He left me on the side of the road while the rain started falling. I got into the car, turned on the ignition and drove 15 miles under the rain with no windscreen. I smelled like a wet dog when I arrived home.
The next day, after calling the insurance company to report the accident, I asked a friend to pick me up so I could rent a car to keep me mobile while waiting for the insurers’ damage assessment. My friend was glad I was unharmed and invited me to come for dinner later that night.
I arrived at his home around 6:00 PM with a bottle of wine but something was not right. His 5 year old daughter Mary-Ann who considered me as her uncle did not greet me as usual; in fact she avoided me, sulking.
As my friend’s wife was opening the bottle of wine and I was telling her that it might take weeks before I knew exactly what the actual damage to the car was, Mary-Ann came to me in tears, holding her teddy bear and asked:
– Is it true that you killed Bambi?
I was shocked as I looked at my friend who was suppressing a laugh. What a terrible thing to say to his own daughter! I then explained to Mary-Ann that it was not actually Bambi I killed but a distant, very old and very sick cousin and that I did not do it on purpose, that it was an accident and that I made sure the deer received a proper and dignified burial. Giving my friend a dirty look I then assured the little girl that I was really, really sorry and that I would have much preferred that the whole thing had not happened and would she please forgive me?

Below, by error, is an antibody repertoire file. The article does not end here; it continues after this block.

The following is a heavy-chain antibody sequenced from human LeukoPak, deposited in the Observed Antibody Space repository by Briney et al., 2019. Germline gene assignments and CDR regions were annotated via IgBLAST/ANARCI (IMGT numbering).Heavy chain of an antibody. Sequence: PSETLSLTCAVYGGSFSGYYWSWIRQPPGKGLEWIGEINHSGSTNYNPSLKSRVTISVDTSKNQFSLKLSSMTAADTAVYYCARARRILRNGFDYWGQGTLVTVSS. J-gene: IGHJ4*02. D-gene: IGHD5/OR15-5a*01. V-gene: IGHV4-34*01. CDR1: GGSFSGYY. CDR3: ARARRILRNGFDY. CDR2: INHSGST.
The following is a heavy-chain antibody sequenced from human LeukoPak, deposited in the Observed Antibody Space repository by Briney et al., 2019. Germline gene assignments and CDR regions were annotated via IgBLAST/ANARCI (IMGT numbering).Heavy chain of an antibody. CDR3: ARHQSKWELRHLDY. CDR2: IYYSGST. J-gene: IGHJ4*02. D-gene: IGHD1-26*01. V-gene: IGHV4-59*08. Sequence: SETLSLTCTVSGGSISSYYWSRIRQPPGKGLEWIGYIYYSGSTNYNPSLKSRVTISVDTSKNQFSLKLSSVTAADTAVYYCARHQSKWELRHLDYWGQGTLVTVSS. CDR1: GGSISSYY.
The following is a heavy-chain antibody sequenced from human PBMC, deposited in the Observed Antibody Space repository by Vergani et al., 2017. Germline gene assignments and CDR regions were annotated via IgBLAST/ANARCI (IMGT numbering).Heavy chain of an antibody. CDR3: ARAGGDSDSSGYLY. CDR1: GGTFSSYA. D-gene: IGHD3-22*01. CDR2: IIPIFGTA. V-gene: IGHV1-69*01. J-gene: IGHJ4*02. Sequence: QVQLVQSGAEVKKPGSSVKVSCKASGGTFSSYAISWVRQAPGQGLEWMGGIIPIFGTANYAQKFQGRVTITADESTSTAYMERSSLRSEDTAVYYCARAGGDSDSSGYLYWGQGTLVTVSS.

I guess she sensed my alleged contrition because she gave me a hug and we were able to move on to the dinner table.
A week later the insurance company informed me the car was a total loss and that they would cover for the rental car until I found a replacement.
I bought a used 1986 Pontiac Acadian, a sub-compact built like a tank.
The Pontiac Acadian is the Canadian equivalent of the Chevrolet Chevette. A sturdy car with lots of steel and very little plastic, it was built until 1986. It was characterized by a very roomy engine compartment. In fact the person I sold it to replaced the original 1.6 litre 4-cylinder engine with a more powerful V6 engine without further modifications.
A few days after I got that car, I was coming back from driving a friend to the other side of town at around 10:00 PM. There was a group of young people playfully wrestling at a bus stop on my right and a car waiting for me to pass at a cross street ahead.
BANG! I hit a german shepherd that came running out of a dark alley to my left. I had never had a car accident in my life and now in the space of two weeks I had hit two animals in a row! I parked my car by the curb and went to inspect the damage. The left headlight was broken and that was all. Then I walked over to the dead dog.
The youths had hopped onto a bus that was now driving by and there was nobody around. No cops, no Wildlife Officers and Oliver Twist was nowhere in sight.
For a moment I toyed with the idea of taking the carcass home, having it for supper and asking a taxidermist to stuff the head for mounting on the wall.
The Adventures of Oliver Twist, published in 1838, was Charles Dickens' second novel. It related the story of a young orphan in the shady 19th century London.